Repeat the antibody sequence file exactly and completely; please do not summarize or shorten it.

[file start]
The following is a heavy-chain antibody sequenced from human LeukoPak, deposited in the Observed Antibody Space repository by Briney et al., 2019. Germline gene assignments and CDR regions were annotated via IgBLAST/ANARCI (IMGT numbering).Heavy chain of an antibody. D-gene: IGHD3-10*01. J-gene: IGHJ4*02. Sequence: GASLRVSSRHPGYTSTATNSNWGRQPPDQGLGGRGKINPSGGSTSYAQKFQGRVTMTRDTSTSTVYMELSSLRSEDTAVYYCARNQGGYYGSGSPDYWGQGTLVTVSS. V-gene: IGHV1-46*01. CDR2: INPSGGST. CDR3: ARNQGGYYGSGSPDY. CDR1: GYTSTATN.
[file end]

The following is a heavy-chain antibody sequenced from human LeukoPak, deposited in the Observed Antibody Space repository by Briney et al., 2019. Germline gene assignments and CDR regions were annotated via IgBLAST/ANARCI (IMGT numbering).Heavy chain of an antibody. D-gene: IGHD3-10*01. J-gene: IGHJ4*02. Sequence: GASLRVSSRHPGYTSTATNSNWGRQPPDQGLGGRGKINPSGGSTSYAQKFQGRVTMTRDTSTSTVYMELSSLRSEDTAVYYCARNQGGYYGSGSPDYWGQGTLVTVSS. V-gene: IGHV1-46*01. CDR2: INPSGGST. CDR3: ARNQGGYYGSGSPDY. CDR1: GYTSTATN.